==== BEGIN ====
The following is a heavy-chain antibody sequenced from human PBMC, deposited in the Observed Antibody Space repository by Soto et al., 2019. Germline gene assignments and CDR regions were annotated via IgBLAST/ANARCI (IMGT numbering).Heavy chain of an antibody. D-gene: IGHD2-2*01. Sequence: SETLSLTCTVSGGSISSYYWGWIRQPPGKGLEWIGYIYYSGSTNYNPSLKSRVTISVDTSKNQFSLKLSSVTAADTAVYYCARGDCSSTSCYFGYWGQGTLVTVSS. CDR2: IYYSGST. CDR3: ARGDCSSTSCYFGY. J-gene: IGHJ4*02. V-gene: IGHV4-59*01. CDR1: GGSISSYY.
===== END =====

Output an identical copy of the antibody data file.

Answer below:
The following is a heavy-chain antibody sequenced from human PBMC, deposited in the Observed Antibody Space repository by Soto et al., 2019. Germline gene assignments and CDR regions were annotated via IgBLAST/ANARCI (IMGT numbering).Heavy chain of an antibody. D-gene: IGHD2-2*01. Sequence: SETLSLTCTVSGGSISSYYWGWIRQPPGKGLEWIGYIYYSGSTNYNPSLKSRVTISVDTSKNQFSLKLSSVTAADTAVYYCARGDCSSTSCYFGYWGQGTLVTVSS. CDR2: IYYSGST. CDR3: ARGDCSSTSCYFGY. J-gene: IGHJ4*02. V-gene: IGHV4-59*01. CDR1: GGSISSYY.